What We Have Here is a Failure to THINK – Susan G. Komen and Sunday Coffee Contemplations

Could the ongoing Komen PR crisis have been avoided? Yes, simply by taking a step back and THINKING before acting. Komen didn’t take the time to THINK the situation through, to examine their actions from beyond the insiders’ perspective, and so they didn’t anticipate the overpowering backlash against their decision that resulted. Instead of remaining focused on their reason for existing, preventing and curing breast cancer, they stepped into a highly charged, highly sensitive political arena that had absolutely nothing to do with the organization’s main mission. They allowed their personal political beliefs to take over the Komen mission. As a result, Komen has damaged its brand, its constituents, and its legacy.

For PR peeps like me, morbidly watching the ongoing trainwreck that is Susan G. Komen is both pathetically funny and sadly predictable. We watched the drama unfold, silently thanking our lucky stars that we weren’t in the shoes of Leslie Aun, Komen’s Vice President of Marketing & Communications. Like many of my colleagues, I engaged in armchair quarterbacking the situation on Twitter and other social media sites. This past Tuesday, I confidently predicted to my class of PR and advertising students the imminent resignation of Komen executive Karen Handel, a former Republican candidate for governor of Georgia who made the defunding of Planned Parenthood a key part of her campaign; she was the apparent driving force behind the action. I gave Handel three days, which turned out to be wildly generous – she was gone before I made it back to my office from class.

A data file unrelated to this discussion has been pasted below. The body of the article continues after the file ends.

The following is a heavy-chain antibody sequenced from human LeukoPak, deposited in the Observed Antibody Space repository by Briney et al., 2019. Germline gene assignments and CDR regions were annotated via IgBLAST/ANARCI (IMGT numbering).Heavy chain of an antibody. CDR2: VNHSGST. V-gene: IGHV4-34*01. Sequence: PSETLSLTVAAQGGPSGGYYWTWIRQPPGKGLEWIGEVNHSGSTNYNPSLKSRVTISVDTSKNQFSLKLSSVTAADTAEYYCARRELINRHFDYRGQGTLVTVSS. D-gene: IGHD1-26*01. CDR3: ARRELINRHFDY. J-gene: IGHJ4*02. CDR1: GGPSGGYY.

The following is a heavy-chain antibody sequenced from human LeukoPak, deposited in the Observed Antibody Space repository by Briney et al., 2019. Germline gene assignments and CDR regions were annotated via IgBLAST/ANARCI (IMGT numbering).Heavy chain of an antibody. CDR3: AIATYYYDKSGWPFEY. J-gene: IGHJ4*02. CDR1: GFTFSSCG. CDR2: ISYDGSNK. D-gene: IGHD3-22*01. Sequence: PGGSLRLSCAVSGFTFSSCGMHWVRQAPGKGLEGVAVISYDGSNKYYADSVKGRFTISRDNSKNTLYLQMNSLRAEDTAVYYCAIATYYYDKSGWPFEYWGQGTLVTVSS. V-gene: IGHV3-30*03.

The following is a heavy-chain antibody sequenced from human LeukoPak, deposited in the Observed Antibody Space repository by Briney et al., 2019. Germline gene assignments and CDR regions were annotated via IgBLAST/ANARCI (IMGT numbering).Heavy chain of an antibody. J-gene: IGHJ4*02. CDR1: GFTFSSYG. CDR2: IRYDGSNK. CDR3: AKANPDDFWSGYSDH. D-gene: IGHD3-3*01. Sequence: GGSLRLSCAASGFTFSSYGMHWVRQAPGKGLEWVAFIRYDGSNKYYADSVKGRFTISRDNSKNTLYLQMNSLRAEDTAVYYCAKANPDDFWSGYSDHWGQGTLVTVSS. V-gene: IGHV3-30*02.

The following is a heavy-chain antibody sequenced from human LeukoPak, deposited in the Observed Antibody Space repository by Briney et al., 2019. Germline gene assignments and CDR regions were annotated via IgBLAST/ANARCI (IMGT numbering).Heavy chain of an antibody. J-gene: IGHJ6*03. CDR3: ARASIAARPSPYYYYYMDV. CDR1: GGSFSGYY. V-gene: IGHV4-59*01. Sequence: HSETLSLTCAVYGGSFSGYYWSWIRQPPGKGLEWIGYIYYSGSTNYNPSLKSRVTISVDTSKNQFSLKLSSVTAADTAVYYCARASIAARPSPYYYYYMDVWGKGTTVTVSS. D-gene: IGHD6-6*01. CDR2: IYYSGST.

Komen’s move against Planned Parenthood last week not only caused an uproar among supporters who also back Planned Parenthood, it also roused those who, until then, had never been involved with either organization, the media, and the online world. Komen’s actions placed them squarely in the center of multiple issues: the role of politics in fundraising, the ethics of charities and nonprofits in political lobbying, the size of salaries paid to nonprofit executives, and more. Many of us learned for the first time of Komen’s aggressiveness in taking legal action against other charities over the use of the term “cure” or the color pink in their fundraising activities. We learned about Komen executives’ salaries and benefits, its ties with high-profile political conservatives and anti-abortion activists like Ari Fleischer and Komen’s advocacy arm board director, Jane Abraham, chair of the anti-abortion Susan B. Anthony group, and other things about the organization that would never have surfaced otherwise. Komen’s actions placed themselves squarely in the harsh spotlight of the social media’s attention – an attention that may be more to be feared than that of the mainstream media. Anything and everything about Komen is now under scrutiny in a way it hasn’t been before, and will remain that way for years to come, simply because Komen forgot to think first before acting.